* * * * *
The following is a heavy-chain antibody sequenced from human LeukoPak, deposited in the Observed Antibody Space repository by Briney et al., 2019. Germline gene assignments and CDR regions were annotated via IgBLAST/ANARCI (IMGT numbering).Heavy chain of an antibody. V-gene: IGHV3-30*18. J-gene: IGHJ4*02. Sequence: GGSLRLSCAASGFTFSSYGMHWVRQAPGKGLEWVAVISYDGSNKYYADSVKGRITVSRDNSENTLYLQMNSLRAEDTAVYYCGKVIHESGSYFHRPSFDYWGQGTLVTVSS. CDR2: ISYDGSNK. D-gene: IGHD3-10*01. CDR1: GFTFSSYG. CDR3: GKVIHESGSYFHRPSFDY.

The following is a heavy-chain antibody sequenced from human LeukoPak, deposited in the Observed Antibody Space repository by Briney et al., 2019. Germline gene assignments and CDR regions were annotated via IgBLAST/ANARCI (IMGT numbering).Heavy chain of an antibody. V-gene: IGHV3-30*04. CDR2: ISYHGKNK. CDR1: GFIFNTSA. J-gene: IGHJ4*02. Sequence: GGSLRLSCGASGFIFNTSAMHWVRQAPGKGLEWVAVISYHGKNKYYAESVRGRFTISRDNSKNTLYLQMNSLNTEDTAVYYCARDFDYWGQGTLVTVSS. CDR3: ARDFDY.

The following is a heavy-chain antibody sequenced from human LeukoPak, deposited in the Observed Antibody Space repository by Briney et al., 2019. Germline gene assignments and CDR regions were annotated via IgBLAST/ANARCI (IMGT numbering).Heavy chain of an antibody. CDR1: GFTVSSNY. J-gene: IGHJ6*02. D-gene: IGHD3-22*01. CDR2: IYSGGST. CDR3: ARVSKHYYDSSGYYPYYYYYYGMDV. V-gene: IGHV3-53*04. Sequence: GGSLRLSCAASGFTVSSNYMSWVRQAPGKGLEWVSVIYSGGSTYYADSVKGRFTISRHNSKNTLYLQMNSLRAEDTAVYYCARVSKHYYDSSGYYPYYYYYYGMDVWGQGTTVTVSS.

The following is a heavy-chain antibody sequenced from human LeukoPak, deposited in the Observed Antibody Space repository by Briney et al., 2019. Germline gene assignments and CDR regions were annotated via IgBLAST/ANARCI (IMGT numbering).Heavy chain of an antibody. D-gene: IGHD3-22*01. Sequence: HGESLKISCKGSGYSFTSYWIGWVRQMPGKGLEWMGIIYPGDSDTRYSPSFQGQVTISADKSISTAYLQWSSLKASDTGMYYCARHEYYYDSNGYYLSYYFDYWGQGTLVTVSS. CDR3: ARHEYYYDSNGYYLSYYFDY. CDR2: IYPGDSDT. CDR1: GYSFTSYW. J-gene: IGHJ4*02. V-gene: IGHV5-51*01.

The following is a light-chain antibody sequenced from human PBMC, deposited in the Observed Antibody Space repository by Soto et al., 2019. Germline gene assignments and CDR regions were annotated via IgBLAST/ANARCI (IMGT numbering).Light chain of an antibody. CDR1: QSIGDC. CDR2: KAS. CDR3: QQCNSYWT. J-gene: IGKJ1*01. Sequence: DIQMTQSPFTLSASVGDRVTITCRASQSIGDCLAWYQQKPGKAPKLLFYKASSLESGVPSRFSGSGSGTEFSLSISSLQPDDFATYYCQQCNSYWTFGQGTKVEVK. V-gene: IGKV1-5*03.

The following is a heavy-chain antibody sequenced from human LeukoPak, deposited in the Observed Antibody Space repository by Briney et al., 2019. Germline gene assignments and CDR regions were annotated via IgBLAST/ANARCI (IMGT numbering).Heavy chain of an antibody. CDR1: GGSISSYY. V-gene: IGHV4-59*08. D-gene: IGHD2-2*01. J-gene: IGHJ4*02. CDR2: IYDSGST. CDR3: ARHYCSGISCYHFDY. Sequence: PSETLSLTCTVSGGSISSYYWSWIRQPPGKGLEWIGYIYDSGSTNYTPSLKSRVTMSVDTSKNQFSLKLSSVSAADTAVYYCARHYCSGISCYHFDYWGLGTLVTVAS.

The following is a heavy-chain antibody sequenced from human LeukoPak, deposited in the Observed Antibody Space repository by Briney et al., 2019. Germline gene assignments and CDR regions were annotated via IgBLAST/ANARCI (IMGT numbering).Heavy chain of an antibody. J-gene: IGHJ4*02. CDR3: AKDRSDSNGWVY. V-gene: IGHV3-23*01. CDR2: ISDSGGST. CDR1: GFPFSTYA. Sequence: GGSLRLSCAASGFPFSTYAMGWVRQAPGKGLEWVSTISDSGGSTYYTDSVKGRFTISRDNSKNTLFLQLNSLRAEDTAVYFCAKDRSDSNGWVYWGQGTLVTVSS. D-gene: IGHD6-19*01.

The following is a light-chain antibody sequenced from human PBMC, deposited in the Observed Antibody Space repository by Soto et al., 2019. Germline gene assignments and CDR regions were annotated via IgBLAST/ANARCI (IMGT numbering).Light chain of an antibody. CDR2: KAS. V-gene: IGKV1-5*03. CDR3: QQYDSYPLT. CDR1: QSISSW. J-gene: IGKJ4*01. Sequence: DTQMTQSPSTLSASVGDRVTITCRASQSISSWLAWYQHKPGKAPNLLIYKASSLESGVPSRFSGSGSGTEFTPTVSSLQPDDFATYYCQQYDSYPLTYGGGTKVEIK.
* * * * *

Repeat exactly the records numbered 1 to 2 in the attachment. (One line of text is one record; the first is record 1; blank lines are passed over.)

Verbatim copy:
The following is a heavy-chain antibody sequenced from human LeukoPak, deposited in the Observed Antibody Space repository by Briney et al., 2019. Germline gene assignments and CDR regions were annotated via IgBLAST/ANARCI (IMGT numbering).Heavy chain of an antibody. V-gene: IGHV3-30*18. J-gene: IGHJ4*02. Sequence: GGSLRLSCAASGFTFSSYGMHWVRQAPGKGLEWVAVISYDGSNKYYADSVKGRITVSRDNSENTLYLQMNSLRAEDTAVYYCGKVIHESGSYFHRPSFDYWGQGTLVTVSS. CDR2: ISYDGSNK. D-gene: IGHD3-10*01. CDR1: GFTFSSYG. CDR3: GKVIHESGSYFHRPSFDY.

The following is a heavy-chain antibody sequenced from human LeukoPak, deposited in the Observed Antibody Space repository by Briney et al., 2019. Germline gene assignments and CDR regions were annotated via IgBLAST/ANARCI (IMGT numbering).Heavy chain of an antibody. V-gene: IGHV3-30*04. CDR2: ISYHGKNK. CDR1: GFIFNTSA. J-gene: IGHJ4*02. Sequence: GGSLRLSCGASGFIFNTSAMHWVRQAPGKGLEWVAVISYHGKNKYYAESVRGRFTISRDNSKNTLYLQMNSLNTEDTAVYYCARDFDYWGQGTLVTVSS. CDR3: ARDFDY.